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Schools offer aid to homeless students

New federal reporting process paints clearer picture of kids in need


Newly released data from the Oregon Department of Education shows a decrease in homeless students across the state.

According to Rob Saxton, the former superintendent of Tigard-Tualatin and Sherwood school districts and the current deputy superintendent of public instruction, there are 18,615 students in Oregon who were homeless at some point during the 2012-13 school year.

That’s down from more than 20,300 in 2011-12.

But don’t get too excited. Much of that drop is due to a change in federal reporting requirements, not because fewer students are living on the street.

Saxton said districts are doing whatever they can to help students who find themselves with no place to live.

“As we head into the holiday season, this report is a reminder of the stark reality faced by thousands of Oregon students and their families on a daily basis,” Saxton said. “No child should have to worry about where they are going to sleep or where their next meal is coming from, but unfortunately, far too many of our students have to do just that.”

Sherwood School District and Tigard-Tualatin School District had about the same percentage of homeless students: About 1.6 percent of the districts’ populations were identified as having been homeless at some point last year.

That number equates to 202 students in Tigard-Tualatin and 80 students in Sherwood.

Beaverton had the highest number of homeless students in the state last year, with more than 1,370 students, about 3.5 percent of its student population.

Oregon school districts are required to have a homeless liaison on staff to provide services, support and resources to homeless youth. In the past, these liaisons reported the number of homeless students in their districts, but the change in federal reporting requirements have given districts a better tracking system for counting homeless students.

The new system counts students individually, rather than at the district level, Saxton said.

“This means that for the first time, we can identify duplicates in our counts due to students moving between districts mid-year,” said Crystal Greene, a spokeswoman with the Oregon Department of Education. “The state-wide and county totals reported this year only count each student once regardless of the number of districts providing services to the student during the school year.”

Doing what they can

Beaverton and Tigard-Tualatin have a number of organizations on site to help homeless students and others facing hard times. The Caring Closet in Tigard-Tualatin and Clothes Closet in Beaverton provide clothing, hygiene items and other necessities to students in need. Both districts also house school-based health centers at Tigard High School and Merlo Station. The facilities provide health services to students across the districts.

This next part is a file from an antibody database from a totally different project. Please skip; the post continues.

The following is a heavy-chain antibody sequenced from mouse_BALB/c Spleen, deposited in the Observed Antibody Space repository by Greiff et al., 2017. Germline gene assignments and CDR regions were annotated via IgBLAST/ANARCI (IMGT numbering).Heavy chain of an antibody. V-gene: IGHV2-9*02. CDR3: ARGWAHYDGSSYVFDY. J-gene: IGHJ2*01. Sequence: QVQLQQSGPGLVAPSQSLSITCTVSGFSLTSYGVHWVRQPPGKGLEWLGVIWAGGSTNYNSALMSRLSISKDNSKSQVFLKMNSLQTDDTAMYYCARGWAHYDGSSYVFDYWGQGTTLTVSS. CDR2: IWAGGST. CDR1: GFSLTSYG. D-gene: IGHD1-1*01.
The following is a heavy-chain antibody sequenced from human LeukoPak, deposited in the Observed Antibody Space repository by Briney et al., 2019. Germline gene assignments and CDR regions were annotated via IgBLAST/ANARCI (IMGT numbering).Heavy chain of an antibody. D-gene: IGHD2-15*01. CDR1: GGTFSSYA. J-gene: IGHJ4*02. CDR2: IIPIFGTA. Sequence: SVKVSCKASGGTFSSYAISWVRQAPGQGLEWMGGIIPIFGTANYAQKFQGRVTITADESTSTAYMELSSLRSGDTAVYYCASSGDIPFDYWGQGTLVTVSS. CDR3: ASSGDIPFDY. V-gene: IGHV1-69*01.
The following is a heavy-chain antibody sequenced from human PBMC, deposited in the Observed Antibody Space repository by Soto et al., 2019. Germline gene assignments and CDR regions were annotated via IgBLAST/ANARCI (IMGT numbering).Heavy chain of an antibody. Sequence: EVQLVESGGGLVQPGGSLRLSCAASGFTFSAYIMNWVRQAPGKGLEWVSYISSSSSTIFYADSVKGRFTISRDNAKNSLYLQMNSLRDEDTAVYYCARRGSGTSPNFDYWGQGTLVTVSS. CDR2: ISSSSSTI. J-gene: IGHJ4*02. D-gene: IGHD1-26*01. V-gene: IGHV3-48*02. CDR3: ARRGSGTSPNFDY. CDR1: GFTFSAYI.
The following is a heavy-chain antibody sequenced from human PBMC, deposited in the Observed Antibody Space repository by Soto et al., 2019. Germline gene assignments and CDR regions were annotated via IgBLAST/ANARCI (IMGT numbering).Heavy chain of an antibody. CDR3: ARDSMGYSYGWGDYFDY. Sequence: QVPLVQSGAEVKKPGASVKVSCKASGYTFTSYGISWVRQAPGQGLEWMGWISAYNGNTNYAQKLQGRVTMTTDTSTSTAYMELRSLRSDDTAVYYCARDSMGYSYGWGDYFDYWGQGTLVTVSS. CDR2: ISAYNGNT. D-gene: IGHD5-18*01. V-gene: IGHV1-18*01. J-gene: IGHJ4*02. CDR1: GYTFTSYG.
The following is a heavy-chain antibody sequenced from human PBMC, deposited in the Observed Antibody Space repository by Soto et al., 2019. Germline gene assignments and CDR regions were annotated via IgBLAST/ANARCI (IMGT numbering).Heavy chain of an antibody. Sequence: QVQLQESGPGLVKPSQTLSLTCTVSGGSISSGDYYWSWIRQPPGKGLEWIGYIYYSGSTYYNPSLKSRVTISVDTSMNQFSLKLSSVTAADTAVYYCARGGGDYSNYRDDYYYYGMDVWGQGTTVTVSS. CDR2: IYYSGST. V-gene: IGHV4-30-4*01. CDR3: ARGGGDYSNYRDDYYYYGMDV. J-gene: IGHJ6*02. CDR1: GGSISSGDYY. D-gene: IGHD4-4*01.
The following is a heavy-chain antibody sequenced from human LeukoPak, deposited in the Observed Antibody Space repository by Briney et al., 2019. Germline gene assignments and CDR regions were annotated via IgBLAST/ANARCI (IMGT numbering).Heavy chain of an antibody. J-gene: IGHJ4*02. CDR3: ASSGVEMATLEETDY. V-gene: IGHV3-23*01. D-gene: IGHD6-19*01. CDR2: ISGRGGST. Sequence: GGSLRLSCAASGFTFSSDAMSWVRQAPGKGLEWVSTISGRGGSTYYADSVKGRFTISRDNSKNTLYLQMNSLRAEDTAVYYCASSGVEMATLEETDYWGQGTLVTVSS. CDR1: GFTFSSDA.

“It’s really challenging to provide this kind of support,” said Catherine West, who runs Tigard-Tualatin’s Family Resource Center. The center works with families across the district and refers homeless families to local shelters and food pantries or other forms of assistance as they work to get back on their feet.

It is a growing problem. Student homeless rates have doubled in the past decade. Statewide, 3.2 percent of Oregon’s K-12 students were homeless at some point during the 2012-13 school year.

“It definitely feels like it has been increasing,” West said. “It is much harder to get into shelters than it was before. We have more families sleeping in their cars, when before if they were in that dire strait, there would be something out there for them.”

Waiting lists for shelters are often weeks-long, said Lisa Mentesana a homeless liaison with the Beaverton School District. That wait often forces people to take refuge with friends or family, or live out of their cars or in motel rooms.

Come together

Beaverton and Sherwood school districts, along with Gaston, Banks, Hillsboro and Forest Grove, have received a grant from the Oregon Department of Education to hire coaches to teach school staff about services available to homeless students.

“These are not people on the street with a cardboard sign,” Mentesana said. “Most have a place to lay their head at night, but it’s not stable, and it’s not in the best interest of the students’ education to live with that kind of instability.”

The new data makes it possible for districts to see how homeless students perform in the classroom, Greene said, and the results are what you’d expect.

Homeless students tend to have lower levels of academic performance than their peers and meet state expectations at much lower rates than other students.

In fact, homeless students underperform other students who live in poverty.

“These results paint a very clear picture about the effect of housing insecurity on student learning,” Saxton said. “We need to come together as communities and as a state to meet our students’ fundamental needs so that they can stop worrying about the basics and get back to being kids — learning, growing and fulfilling their potential.”

In Tigard, West said their center has referred students to shelters as far away as Hillsboro and is always looking for ways to support homeless students.

“We have even looked at the idea of renting an apartment and having it available for kids,” she said. “We haven’t been able to find something that works quite yet, but homelessness has been identified by a lot of people as a huge concern and need in this area, and there is a lot of energy to find a solution as a community.”




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